MIAMI – The First District Court of Appeals ruled on Tuesday that a law meant to protect crime victims applies to police officers who want to shield their identity from the public after the use of deadly force.
The ruling stems from two police shootings in Tallahassee that killed Wilbon C. Woodard on May 19 and Tony McDade on May 27. Officers reported Woodard, 69, was armed with a hunting-style knife and McDade, 38, with a gun.
The appellate court reversed a Leon County trial court order that found Marsy’s Law, which grants rights to victims, does not apply to the identities of officers who are involved in fatal on-duty shootings.
“A police officer meets the definition of a crime victim ... when a crime suspect threatens the officer with deadly force, placing the officer in fear for his life,” the three-judge panel ruled.
This is contrary to the Leon County court’s ruling that a police officer could not claim victim status under Marsy’s law, named after Marsalee Nicholas, a college student who was killed by an ex-boyfriend in 1983.
Leon County Circuit Court Judge Charles W. Dodson reasoned that releasing the officer’s identity is “vital for the public’s ability to evaluate” not only the officer’s history of use of force but also the department’s discipline and treatment of the officer.
“The officers do not seek protection from the would-be accuseds, instead they apparently seek protection from possible retribution for their on-duty actions from unknown persons in the community,” Dodson wrote. “This type of protection is outside the scope of Marsy’s Law.”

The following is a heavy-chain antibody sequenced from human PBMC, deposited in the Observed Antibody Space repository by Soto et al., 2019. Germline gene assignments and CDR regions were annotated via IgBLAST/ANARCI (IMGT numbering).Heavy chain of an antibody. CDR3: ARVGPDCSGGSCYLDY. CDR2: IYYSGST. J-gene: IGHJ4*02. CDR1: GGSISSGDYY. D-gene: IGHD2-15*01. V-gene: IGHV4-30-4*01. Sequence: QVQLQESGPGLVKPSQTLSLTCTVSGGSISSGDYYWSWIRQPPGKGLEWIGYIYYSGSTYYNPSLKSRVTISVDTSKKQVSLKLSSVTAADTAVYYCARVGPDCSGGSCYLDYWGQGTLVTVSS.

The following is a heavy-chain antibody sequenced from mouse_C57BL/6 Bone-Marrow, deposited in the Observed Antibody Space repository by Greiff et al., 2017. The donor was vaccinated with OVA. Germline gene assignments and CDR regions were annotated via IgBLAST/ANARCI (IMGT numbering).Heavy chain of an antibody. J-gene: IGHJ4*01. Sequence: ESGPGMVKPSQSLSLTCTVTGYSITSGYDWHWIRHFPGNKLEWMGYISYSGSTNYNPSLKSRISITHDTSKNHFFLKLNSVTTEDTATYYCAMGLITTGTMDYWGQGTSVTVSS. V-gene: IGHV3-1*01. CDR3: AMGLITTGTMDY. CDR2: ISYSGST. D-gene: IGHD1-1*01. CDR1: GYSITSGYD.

The Florida Police Benevolent Association, a party in the appeal, argued officers were entitled to the protections granted to crime victims. On Tuesday, the Florida PBA issued a statement praising the decision as a major victory.
“This is precedent-setting law in Florida, which no other court has ruled on,” said Stephanie Dobson Webster, the attorney for the Florida PBA. “Moving forward, the Florida PBA will continue to protect our members’ legal rights whenever they are challenged and we will vigorously pursue their defense as far as we can go.”
The tension between the public’s demand for transparency and law enforcement’s demand for protection under Marcy’s law may eventually find its way to the Florida Supreme Court or to the Florida legislature.
APPELLATE COURT’S OPINION
THE PBA STATEMENT